A vision that took Antony Slack on to the streets to help the disadvantaged has brought him to Spalding.
Antony – or Pastor Antony Slack – and his wife Rachel have taken over the empty shop in Westlode Street where outdoor clothing shop Butters was run until the summer.
It will be used as a charity shop, ‘Quid’s Inn’, to raise money to run the CUP ministry, or Christian United People’s Ministry.
Antony explains it’s a ministry without a church, one in which “we go out to the people on the streets and meet people, the same as Jesus did.”
The work Antony does is what was revealed to him “like a story book in my head” soon after he was baptised at Harris Street Baptist Church in Peterborough.
“It was like I was being shown something,” says Antony, who within six months was running the CUP ministry alongside his youth work at the church.
For the past 18 years or so he has helped all kinds of people with problems, from getting them off the streets to supporting single pregnant mums and drug addicts.
Antony says: “I physically go on the streets and talk to people and help them with issues, help them with housing or to get back into work.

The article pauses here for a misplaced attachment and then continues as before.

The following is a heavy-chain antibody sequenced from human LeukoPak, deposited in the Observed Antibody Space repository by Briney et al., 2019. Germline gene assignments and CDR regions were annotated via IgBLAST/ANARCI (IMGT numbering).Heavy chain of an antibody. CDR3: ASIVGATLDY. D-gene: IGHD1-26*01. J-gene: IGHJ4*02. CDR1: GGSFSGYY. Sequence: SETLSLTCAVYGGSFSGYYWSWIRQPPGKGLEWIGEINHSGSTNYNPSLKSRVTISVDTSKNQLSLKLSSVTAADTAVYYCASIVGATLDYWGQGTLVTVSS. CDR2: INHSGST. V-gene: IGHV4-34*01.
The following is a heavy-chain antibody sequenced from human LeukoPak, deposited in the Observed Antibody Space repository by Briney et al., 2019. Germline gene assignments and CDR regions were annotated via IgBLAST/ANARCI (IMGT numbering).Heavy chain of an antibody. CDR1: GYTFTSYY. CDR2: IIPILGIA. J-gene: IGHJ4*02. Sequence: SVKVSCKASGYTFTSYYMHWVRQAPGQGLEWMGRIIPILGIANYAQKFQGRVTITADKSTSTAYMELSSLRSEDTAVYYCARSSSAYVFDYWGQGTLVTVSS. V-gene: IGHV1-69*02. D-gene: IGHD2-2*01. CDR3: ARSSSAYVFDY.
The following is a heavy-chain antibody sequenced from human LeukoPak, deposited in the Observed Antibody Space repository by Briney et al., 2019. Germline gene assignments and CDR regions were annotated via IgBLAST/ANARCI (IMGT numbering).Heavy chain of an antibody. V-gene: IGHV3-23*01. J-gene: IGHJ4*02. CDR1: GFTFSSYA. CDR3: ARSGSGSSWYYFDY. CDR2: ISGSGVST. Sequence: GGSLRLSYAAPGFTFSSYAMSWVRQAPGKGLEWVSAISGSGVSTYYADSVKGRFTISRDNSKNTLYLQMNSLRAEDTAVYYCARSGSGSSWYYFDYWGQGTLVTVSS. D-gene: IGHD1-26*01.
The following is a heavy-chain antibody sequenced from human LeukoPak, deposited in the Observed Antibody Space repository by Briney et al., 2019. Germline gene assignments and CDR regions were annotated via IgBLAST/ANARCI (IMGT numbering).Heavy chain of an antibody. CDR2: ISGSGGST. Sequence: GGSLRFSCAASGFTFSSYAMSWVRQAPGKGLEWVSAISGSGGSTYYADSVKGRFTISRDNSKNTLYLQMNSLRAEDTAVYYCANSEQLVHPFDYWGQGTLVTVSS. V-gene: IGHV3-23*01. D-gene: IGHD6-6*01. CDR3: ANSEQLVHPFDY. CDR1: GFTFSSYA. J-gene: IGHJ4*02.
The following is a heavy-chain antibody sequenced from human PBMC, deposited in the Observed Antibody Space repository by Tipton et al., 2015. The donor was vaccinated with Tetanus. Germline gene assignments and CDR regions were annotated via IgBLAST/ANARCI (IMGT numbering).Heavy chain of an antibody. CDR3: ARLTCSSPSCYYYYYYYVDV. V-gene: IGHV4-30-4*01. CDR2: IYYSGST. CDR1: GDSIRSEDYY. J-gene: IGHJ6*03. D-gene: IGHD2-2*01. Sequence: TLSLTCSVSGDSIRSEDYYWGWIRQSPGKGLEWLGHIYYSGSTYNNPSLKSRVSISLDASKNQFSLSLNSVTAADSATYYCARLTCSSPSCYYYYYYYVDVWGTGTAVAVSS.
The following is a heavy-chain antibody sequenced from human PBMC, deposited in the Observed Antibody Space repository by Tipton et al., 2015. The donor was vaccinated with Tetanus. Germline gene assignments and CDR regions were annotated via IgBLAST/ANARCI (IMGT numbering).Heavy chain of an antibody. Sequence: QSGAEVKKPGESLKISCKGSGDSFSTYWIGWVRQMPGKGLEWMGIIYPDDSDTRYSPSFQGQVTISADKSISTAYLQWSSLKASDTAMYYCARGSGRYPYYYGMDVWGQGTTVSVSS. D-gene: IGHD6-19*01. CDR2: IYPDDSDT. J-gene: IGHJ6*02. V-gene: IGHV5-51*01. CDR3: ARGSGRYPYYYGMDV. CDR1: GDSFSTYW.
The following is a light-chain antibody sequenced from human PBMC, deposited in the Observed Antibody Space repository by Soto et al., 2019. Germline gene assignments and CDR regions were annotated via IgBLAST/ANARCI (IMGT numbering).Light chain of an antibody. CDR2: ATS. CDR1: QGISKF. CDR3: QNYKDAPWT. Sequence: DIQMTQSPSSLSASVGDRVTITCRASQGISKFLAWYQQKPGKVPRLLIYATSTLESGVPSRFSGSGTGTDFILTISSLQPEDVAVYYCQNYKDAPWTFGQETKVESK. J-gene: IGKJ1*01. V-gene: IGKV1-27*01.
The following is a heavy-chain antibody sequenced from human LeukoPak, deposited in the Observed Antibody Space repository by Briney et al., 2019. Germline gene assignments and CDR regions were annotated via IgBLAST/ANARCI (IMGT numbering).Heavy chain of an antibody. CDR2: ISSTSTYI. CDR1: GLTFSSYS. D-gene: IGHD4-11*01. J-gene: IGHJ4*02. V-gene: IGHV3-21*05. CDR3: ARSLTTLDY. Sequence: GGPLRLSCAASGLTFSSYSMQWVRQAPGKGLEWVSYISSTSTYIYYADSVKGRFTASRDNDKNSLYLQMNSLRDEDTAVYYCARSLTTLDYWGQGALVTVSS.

“It’s not just Sunday, it’s every day. For a lot of people life is hard. When life pressurizes them, if they lose someone, get depressed, they do silly things, and we can all get there. One minute we can have everything and then lose family, stability and end up on the streets taking dugs. All they need is someone to come along and say, ‘I can help’.”
The ministry team is made up of Antony and Rachel and a congregation all over the country of people who have been helped and who want to assist others in return.
The focus of their work coming up to the festive season is to raise money for Christmas boxes and food parcels to give to families with nothing or very little.
So far, they have raised funds through regular car boot sales, but now the couple will focus on Quid’s Inn, where Antony says: “The prices will be what charity shops should be about. What we want to do is to help poor people. We are not wanting to upset other charity shops in the area because their prices are good anyway.
“If people would like to donate to us that’s wonderful and if people are really in need come and see us and if anything is too expensive let us know and we’ll look after them.”
Rachel has picked up a bit of knowledge about antiques – and collected some pieces – thanks to the car boot sales. Part of the shop will be used as RTL Antiques, to buy and sell antiques in the hopes that Rachel doesn’t have to return to full-time work but can spend more time with nine-week old Joshua.